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Using Artik to Create IoT Projects

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Using Artik to Create IoT Projects

Artik is an open, end-to-end IoT platform that connects devices to the cloud. Device agnostic, this tutorial looks at using a Raspberry Pi and its data for further use.

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The Artik IoT platform is an end-to-end IoT platform that helps build awesome IoT projects. It is an open platform that enables different devices to connect to the cloud. Using Artik IoT, connected devices or sensors send data to the cloud. Applications, services, or other connected devices use this information according to their business requirements. 

This tutorial wants to provide a step-by-step description about how to implement an IoT project using Artik IoT. It will explore:

  • How to configure a device.
  • How to create the IoT data model in Artik IoT.
  • How to write an application that sends data to this IoT platform.

Artik IoT Overview

This IoT platform supports several data exchange paradigms and provides different SDKs, depending on the language we prefer.

The main features provided by Artik IoT are:

  • Data-driven development.
  • Real-time data using WebSockets.
  • Different data and device support.

Artik is a well-structured IoT platform, but before using it, I recommend you read this article about  how to use IoT platforms to have an overview. Moreover, Artik is a well-documented platform with useful and interesting examples. You can have more information at this link. An interesting aspect of this platform is the cloud API that enables external devices to connect to this platform and exchange data.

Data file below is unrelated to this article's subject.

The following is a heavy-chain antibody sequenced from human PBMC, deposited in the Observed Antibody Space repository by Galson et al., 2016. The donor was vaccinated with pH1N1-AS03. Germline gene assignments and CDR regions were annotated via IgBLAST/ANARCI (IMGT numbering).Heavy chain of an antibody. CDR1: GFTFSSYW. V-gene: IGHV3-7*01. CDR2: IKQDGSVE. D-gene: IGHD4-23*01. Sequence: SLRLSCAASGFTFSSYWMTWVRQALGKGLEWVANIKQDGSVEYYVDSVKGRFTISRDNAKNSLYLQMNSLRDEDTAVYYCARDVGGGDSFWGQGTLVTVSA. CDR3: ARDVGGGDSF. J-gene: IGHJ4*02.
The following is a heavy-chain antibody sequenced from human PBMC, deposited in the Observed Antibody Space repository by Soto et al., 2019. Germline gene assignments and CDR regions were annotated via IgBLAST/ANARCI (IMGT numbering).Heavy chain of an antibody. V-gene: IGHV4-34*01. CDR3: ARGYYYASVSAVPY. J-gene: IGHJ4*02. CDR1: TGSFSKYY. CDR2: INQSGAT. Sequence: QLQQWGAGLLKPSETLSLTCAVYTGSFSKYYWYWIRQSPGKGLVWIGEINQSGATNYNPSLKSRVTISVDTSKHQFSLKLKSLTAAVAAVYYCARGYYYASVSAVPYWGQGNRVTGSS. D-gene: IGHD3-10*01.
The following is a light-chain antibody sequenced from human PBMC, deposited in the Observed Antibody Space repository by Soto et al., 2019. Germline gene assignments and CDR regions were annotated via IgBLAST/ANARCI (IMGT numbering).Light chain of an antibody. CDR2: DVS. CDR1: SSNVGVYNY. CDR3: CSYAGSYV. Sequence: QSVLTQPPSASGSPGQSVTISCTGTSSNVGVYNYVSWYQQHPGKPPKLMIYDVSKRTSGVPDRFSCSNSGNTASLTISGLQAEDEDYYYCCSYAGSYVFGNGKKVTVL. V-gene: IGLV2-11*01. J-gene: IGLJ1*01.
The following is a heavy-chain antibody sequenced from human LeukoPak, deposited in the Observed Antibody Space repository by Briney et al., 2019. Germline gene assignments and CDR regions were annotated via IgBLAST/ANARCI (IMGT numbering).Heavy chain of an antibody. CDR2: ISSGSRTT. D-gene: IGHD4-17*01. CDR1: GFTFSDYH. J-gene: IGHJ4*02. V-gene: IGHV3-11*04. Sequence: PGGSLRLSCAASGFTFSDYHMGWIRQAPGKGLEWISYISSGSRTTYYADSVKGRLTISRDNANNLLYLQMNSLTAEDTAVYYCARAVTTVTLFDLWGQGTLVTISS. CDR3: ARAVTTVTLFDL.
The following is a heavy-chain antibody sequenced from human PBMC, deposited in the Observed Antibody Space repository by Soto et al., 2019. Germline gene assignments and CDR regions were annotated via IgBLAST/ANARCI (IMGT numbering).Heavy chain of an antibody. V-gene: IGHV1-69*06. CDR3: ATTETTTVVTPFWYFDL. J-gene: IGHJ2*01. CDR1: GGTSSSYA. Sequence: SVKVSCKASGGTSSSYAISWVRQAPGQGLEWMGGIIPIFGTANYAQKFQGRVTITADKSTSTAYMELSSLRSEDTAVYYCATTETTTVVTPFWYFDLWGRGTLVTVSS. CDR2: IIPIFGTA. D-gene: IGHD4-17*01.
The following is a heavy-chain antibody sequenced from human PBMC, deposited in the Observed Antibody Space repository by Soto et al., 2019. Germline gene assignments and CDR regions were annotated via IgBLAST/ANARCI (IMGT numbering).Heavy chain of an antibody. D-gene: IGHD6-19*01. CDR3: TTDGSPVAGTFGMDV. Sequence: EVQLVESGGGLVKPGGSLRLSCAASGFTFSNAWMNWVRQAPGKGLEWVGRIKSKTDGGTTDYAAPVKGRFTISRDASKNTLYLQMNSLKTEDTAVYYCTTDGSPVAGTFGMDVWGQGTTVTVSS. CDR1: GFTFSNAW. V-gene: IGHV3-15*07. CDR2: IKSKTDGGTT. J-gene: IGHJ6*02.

Configure the Device in Artik

First of all, it is necessary to have an account to configure the device. The account is free. This tutorial is based on a Raspberry Pi, but the configurationprocess is device-agnostic. Once you are logged into the Samsung Artik IoT dashboard, you have to click on the device and start configuring it:

samsung artik create device

It is important you add a unique name so that your device can be identified. That’s all! You have created your first device ready to send data. The next step is configuring the data model using the Manifest.samsung artik sending data

Implement the Artik IoT Data Model

Then, we have to configure the variables we want to handle in our IoT project. These variables are sent by the device to the cloud, representing the parameters we measure using the sensors.

The Raspberry Pi, in this project, uses two sensors (to make the project simple).

The first sensor, DHT11, measures the temperature and humidity, while the second one, BMP180, measures the temperature and the pressure. Later in this post, we cover how to connect them to the Pi. For now, it's important to know that the Pi sends three different parameters:

  • Temperature
  • Humidity
  • Pressure

These are the variables we have to configure in Artik IoT. The steps to configure them are described below the image:

Image title


In this case, we add the temperature field that will hold the temperature values coming from the DHT11 sensor. To add the other parameters, you can repeat the same steps. In the end, you will have:

Image title

Now you can activate your manifest!

How to Connect to the Sensors

The configuration is done, so the next step is connecting the Raspberry Pi to the sensors. Be aware of the wiring, otherwise, you could damage your device or sensors. The connection between Raspberry and the two sensors is shown in the pictures below:

raspberry sensors

To use these sensors, install the wiringPi library. The code used to send data to Artik IoT is written in Node.js, but you could use other languages, too. Before reading sensor values, install two Node.js libraries: